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LawGirl, Lawyer
Category: Employment Law
Satisfied Customers: 4606
Experience:  I have practiced employment law.
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Does a restraining order which has expired for over 2 years ...

Customer Question

Does a restraining order which has expired for over 2 years show up on a CORI (in Massachusetts) or background check? If it does, how does it affect employment in a teaching position at a university? No charges were pressed back then and no conviction was made.
Submitted: 9 years ago.
Category: Employment Law
Expert:  LawGirl replied 9 years ago.


Thank you for your question.

Generally, matters of public record will show up on a background check. Since a restraining order is a matter of public record (a court order), it will show up as having been issued against you.

There is no way to assess how this will be adjudicated by your potential employer. This is left to the discretion of your employer. They may require you to explain and realize that you are an asset to the community, or they may have concerns about your ability to fit in at the institution. Many times an employer will hear an employee out on why the order was issued and make an informed decision.

Please let me know if you have any other questions, or require clarification of this matter. Otherwise please hit "ACCEPT", so I may receive credit for my response. Tips and feedback are also appreciated.

Good Luck!



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Customer: replied 9 years ago.

I have "accepted", and thus, paid I guess. I am still very worried about this. I was not even charged because it was not pressed. It was a case of someone I kept calling when I should have stopped on request, but then I was naive and the order was slammed. My Lawyer did not contest it to avoid any charges. It lasted a year and was never violated. I am so confused and worried... what do you think I should do now? Does the check tell the entire story ...or it simply shows the order? I am sick worried!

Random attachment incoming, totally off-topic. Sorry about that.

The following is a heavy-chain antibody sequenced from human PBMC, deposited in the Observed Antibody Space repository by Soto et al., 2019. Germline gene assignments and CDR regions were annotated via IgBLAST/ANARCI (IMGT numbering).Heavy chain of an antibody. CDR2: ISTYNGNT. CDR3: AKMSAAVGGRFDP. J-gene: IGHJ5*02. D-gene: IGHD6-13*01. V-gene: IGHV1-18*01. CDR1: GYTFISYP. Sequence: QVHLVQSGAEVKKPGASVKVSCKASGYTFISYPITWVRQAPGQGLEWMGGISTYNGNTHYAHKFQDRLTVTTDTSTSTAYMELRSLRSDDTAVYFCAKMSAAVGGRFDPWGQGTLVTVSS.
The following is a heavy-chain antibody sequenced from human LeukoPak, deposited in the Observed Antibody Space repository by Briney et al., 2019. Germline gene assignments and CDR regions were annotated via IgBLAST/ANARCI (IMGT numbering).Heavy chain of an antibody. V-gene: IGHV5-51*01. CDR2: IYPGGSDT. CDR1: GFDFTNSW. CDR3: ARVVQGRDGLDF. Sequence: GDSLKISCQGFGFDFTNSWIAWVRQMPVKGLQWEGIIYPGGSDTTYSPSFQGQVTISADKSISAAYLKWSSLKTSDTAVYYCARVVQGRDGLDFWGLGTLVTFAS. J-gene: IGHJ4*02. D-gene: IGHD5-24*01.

Expert:  LawGirl replied 9 years ago.

I can understand why you are worried, this is scary situation.

The check does not tell anything other than an order was issued against you. An employer does not research the facts and will probably not even know why the restraining order was issued. Some employers will see this and want to know the rest of the story, others will not even care. How the employer deals with the information is left to its discretion. The good thing is that there are no criminal charges and there was no civil lawsuit associated with the order, your potential employer will be able to see this too.

Other than wait for the check to be done and then deal with it, there is not a lot that can be done. You can warn your employer before it comes back or deal with it as it comes up. Generally, I think this is something that you will want to handle very matter of factly if it comes up. You can take the approach that it is so not a big deal. Just be honest in fielding the questions from your employer.

LawGirl and other Employment Law Specialists are ready to help you
Customer: replied 9 years ago.

Thank you for your positive feedback. I am still very disturbed and worried about this issue. I spoke with the attorney who represented me back then on this issue and he said the following:

1. I was not charged, I was not arraigned and I was not convicted of anything
2. So, my CORI (Massachusetts) will not contain any record because CORIs contain only criminal records or records of charges/conviction.

I have read on many internet links that restraining orders end up in CORI and show up in pre-employment background checks, and stop employers from recruiting people with anything like this. Please, help me out with these other questions:

1. Is it possible to be in court, before a judge and not have a prior charge? In other words, why was I in court if I was not charged? Is a hearing the same as an arraignment?
2. Is the judge not making a conviction by making the restraining order permanent for one year? At the hearing, I was not even asked a single question - my lawyer was there - and the entire hearing lasted barely 2 minutes.
3. In truth, will my CORI show any records? How is it likely to influence/affect this teaching job I am considering holding in an institution of higher learning.
4. Any other information pieces are welcome!

LawGirl, please, help me! I have spent over $200 on internet sites digging for answers aside what my lawyer told me.